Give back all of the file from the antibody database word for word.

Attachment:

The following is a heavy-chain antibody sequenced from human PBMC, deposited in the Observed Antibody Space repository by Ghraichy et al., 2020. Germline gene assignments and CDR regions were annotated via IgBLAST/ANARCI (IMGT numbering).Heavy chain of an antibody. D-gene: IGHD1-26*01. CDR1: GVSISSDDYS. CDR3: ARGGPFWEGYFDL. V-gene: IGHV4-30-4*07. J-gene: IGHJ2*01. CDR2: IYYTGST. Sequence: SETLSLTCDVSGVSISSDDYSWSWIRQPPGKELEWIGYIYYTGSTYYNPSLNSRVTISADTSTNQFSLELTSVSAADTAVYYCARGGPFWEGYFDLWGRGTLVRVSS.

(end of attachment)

The following is a heavy-chain antibody sequenced from human PBMC, deposited in the Observed Antibody Space repository by Ghraichy et al., 2020. Germline gene assignments and CDR regions were annotated via IgBLAST/ANARCI (IMGT numbering).Heavy chain of an antibody. D-gene: IGHD1-26*01. CDR1: GVSISSDDYS. CDR3: ARGGPFWEGYFDL. V-gene: IGHV4-30-4*07. J-gene: IGHJ2*01. CDR2: IYYTGST. Sequence: SETLSLTCDVSGVSISSDDYSWSWIRQPPGKELEWIGYIYYTGSTYYNPSLNSRVTISADTSTNQFSLELTSVSAADTAVYYCARGGPFWEGYFDLWGRGTLVRVSS.